Modeling Moral Competence in Robots: Interview with Professor Scheutz (Part 2)

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This is part two of a three-part series taken from an interview between Professor Matthias
Scheutz, the director of the Tufts Human-Robot Interaction Lab, and Breakthrough’s Josh Lee. You can read Part One
here.

Q) Your lab is made up of many researchers that hold interdisciplinary degrees. What does this tell us about interdisciplinary collaborations of research that seem to be becoming a norm today?

A) I don’t think any single disciplinary person could really tackle these problems, which span multiple fields. Starting from the conceptual philosophical problems about the structure of ethical theories, such as “what does it mean to be good?” Are we looking for virtues? Utilities? Or rules? What is it that we are looking for? From the legal aspects, we consider the law that we all abide by. From the psychological aspects, we ask what would happen to the people when they operate under these conditions. From the computational and the robotic aspects, we plan what we would need to not only make this happen in a robot, but also materialize in real time on a robotic platform. Then we get to the linguistic aspects of asking, “how do you communicate with the robot?”

All of these come together and it is not possible by a single person to do it. And critically, if these fields don’t talk to each other, you are not going to be able to build an integrated system that can live up to all of these aspects. So the project that we got funded has people from very different interdisciplinary orientation. We have social psychologist, who also has a background in linguistics and philosophy. We have a legal expert with a philosophy background. We have a philosophical logician who has an Artificial Intelligence research background and we have myself, the director of the Human-Robot Interaction lab with a philosophy, formal logic, computer science and cognitive science degree and an interest in linguistics.

So it’s a very interdisciplinary team and as a result, we are able to really look at the whole picture of how all the aspects come together.

Q) The robot that objects the owner by saying “No” has received much attention within the Tufts community. Could you elaborate on this research, and tell us what implications this research will have in the future?

A) Yes, it has received a lot of attention in the news, where people said that Tufts University’s research program robots to disobey orders and that robots learned the most important word in the English language, “No.” All of this is very flashy and I could understand why it got reported in the news that way, but the underlying research is very serious and necessary for a very simple reason.

When the robots become instructable in natural language and are built to carry out instructions, you don’t want them to blindly follow those orders. Not because people will necessarily give them bad instructions and have bad intentions of what they instruct the robot, which may also be the case, but simply because there may be cases where there are accidents or lack of knowledge.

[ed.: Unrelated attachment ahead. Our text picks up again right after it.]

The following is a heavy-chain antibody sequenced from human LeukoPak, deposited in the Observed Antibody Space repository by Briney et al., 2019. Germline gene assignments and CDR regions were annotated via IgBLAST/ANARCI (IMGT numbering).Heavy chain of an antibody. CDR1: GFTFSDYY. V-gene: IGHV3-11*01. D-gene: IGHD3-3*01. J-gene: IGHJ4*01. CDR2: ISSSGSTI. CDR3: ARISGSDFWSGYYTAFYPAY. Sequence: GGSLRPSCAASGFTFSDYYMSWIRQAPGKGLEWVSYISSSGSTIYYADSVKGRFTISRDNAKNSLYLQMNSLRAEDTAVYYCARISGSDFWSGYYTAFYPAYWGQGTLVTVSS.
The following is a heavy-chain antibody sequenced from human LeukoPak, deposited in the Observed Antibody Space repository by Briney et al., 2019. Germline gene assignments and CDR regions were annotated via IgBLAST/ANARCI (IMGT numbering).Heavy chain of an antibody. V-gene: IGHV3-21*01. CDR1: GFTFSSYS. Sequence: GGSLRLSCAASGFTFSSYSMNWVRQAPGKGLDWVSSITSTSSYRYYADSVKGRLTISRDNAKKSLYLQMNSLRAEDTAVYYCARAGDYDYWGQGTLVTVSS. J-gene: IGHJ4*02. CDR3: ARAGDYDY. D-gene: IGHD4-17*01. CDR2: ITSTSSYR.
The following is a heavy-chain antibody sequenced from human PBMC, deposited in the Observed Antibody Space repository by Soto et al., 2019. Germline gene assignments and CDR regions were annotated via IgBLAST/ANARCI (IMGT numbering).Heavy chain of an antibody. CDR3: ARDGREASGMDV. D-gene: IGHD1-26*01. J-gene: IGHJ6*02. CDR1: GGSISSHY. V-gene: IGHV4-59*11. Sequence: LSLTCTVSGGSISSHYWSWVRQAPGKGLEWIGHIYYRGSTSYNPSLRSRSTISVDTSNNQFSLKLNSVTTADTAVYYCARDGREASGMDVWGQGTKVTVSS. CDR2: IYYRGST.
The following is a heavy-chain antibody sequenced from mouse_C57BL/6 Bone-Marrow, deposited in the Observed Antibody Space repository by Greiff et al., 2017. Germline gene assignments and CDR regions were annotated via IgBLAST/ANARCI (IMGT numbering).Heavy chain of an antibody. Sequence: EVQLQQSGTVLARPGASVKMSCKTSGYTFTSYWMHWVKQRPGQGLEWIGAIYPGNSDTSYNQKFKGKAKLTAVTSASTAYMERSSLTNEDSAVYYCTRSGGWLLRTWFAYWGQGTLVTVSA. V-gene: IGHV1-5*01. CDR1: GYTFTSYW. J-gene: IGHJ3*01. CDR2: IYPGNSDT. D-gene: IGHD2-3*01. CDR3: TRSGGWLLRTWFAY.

For example, you could have a robot that is instructed to pour out the liquid in the pitcher of oil that it has, maybe in a can or a bottle, and you might be thinking that the robot is by the dining room table and wanted to pour the oil over the salad in the bowl, when it is really in the kitchen next to a stove, pouring the oil over the burning fire. So in that context, you have mistaken and if the robot blindly did the pouring action, it would cause a fire in the apartment. Hence, in this case, what you want the robot to do is ask the user to confirm if the robot really should pour the oil over the hot stove. Then the user will be notified of the error and say “of course not”.

But for the robot to be able to detect that, it has to realize what the outcomes might cost of its actions. And maybe not only the immediate outcomes, but also the outcomes that come several steps after that. And as it is trying to reason through what the outcomes are and realizes that the outcomes could cause harm, it should say that and not immediately carry out the action.

This is what we have started implementing. We started implementing the algorithms that would allow robots to reason through the consequences of the instructed actions. And if the consequences could cause harm, then the robot is permitted to not carry out the commands and that it is what we demonstrated.

However, when the person demonstrated the evidence that it is safe to carry out the action, they will indeed carry out the action. Hence, they didn’t refuse indefinitely, but it needed the evidence that it wasn’t going to be dangerous.

 

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